A Birth Announcement

But letís not wander too far off the path of our journey through the story of the magi. We may divide our passage into two parts. In verses 1-6 we see the announcement of Jesusí birth; in verses 7-12 we see reactions to Jesusí birth. Jesusí birth is announced in two ways. As weíve seen, itís announced to the magi through direct revelation in the form of the star. Itís announced to Herod and the chief priests and scribes through the Scriptures. This is important, because both kinds of announcement are needed. God speaks to the magi through the star, but they need to turn to the Scriptures to get the whole story. The star leads them to Judea, but only the Scriptures can lead them to Bethlehem in Judea. Notice that the star comes back in verse 9 to validate their search. By the way, I suggest that this is a supernatural star, sent by God to guide the magi as he sent the pillar of fire and cloud to guide the Israelites through the desert. Herod and the chief priests and scribes, on the other hand, have the Scriptures. But without the Spirit of God operating in their lives, they canít respond properly to them. Itís the same for us. If we study the Scriptures but donít have the Spirit operating in us, the studying is just an academic exercise. Good for the brain, but not helpful to the soul. At the other extreme, itís easy enough to think that God is speaking something into our spirit when in fact itís just our imagination or our desires. And a few leaps of the imagination can land us in all kinds of error. The written Word acts as a check, because God wonít contradict himself by saying something to our spirit thatís contrary to what he has already said in his Word. So we need both: the revelation of the Spirit to activate our study of the Scriptures, and the Scriptures to verify and validate what the Spirit has revealed.

The magi ask, ďWhere is he who has been born King of the Jews?Ē Already we see a contrast between Jesus, who is King of the Jews by right of birth, and Herod, who is king because he was appointed by the Romans. In fact Herod wasnít even an Israelite; he was an Idumean, from the territory south of Israel. By the way, there are three Herods mentioned in the New Testament. This is Herod the Great, father of Herod Antipas, who is mentioned at the end of the Gospel of Luke, and great-great-grandfather of Herod Agrippa II, who is mentioned in the book of Acts. Herod the Great was paranoid about any threat to his position, so much so that he had several members of his own family murdered so that he could stay in power. No wonder heís troubled when he hears that someone has been born King of the Jews. And because Herod is troubled, all Jerusalem is troubled with him, because all Jerusalem knows how Herod might react to this news.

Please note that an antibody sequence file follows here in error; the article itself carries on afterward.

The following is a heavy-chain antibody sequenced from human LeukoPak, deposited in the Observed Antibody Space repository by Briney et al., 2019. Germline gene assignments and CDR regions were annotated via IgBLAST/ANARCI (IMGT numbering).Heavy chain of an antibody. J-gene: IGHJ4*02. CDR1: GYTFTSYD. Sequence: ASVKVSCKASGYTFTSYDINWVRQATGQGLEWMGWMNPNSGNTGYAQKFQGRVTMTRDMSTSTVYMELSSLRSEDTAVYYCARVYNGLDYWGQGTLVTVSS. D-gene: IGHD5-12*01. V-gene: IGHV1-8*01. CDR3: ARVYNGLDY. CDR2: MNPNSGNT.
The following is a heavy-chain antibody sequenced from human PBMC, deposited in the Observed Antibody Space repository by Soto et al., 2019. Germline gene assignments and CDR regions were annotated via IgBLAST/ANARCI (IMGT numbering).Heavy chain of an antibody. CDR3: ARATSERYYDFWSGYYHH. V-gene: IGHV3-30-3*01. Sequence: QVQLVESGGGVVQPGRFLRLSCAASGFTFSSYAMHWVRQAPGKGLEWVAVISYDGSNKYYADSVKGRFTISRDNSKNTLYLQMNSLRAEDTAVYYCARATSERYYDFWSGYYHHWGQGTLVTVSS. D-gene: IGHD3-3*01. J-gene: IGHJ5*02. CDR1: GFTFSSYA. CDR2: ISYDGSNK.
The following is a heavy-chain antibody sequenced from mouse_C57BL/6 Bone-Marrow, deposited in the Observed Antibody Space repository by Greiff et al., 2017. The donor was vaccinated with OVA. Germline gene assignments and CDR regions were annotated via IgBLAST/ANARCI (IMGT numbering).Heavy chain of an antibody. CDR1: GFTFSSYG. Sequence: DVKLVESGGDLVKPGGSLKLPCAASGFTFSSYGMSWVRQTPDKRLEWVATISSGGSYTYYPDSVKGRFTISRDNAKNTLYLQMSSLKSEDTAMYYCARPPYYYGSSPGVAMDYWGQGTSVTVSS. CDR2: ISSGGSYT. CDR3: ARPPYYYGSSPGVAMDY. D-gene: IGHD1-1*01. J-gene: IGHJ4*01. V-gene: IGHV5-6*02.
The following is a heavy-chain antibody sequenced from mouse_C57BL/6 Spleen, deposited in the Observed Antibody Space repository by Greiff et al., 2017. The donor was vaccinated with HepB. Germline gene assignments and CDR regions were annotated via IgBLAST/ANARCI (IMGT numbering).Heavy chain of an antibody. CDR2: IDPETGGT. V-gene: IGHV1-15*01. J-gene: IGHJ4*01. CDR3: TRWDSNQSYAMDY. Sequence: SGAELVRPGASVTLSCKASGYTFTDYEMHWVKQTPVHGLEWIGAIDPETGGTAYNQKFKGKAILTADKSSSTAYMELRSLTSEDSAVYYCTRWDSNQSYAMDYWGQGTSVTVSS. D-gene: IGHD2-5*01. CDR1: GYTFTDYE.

When the magi ask Herod where the newborn King of the Jews is, he doesnít know. He does know that he hasnít had a son born to him recently. Whoever this new arrival is, wherever he is, heís someone elseís son. So Herod sees him as a threat to his power. And that makes Herod want to find the baby as much as the magi do, if for a very different reason. So he calls for the chief priests and scribes. If anyone knows what the Scriptures say about this, itís them. Sure enough, they have the answer: the Christ will be born in Bethlehem in Judea. They quote Micah 5:2: ďBut you, O Bethlehem Ephratha, who are little to be among the clans of Judah, from you shall come forth for me one who is to be ruler in Israel.Ē Except thatís not quite what they say, is it? Did you catch the difference? Micah says that Bethlehem is too little to be among the clans of Judah, but in Matt. 2:6 the chief priests and scribes say that Bethlehem is by no means least among the rulers of Judah. Why the change? I can only answer that with the same answer my Old Testament professor gave: the coming of Jesus makes all the difference. In Micahís day, Bethlehem was an insignificant little village, and to this day itís not a large city. In Jesusí time there were probably only about 300 people living there, and it didnít suddenly get larger when he was born. But his presence there gave it a significance that it hadnít had before. When I thought about that, it occurred to me that itís the same with us. With Jesus in our lives, we arenít too little. When he comes into our lives, he gives our lives a meaningfulness and a purpose which they just donít have without him. Few things enhance our lives like having a reason to get up in the morning. And thereís another way that we arenít too little. Whatever God wants us to do, we arenít too little to do it, because he will strengthen us and help us. We can do all things through him who empowers us (Phil. 4:13). God has a call on each of our lives, and if we turn to him for strength, heíll give us all the resources we need to do what heís called us to do. No matter how big or how hard the job God has for us, he wonít leave us high and dry and unable to do it.

Mayhem and Majesty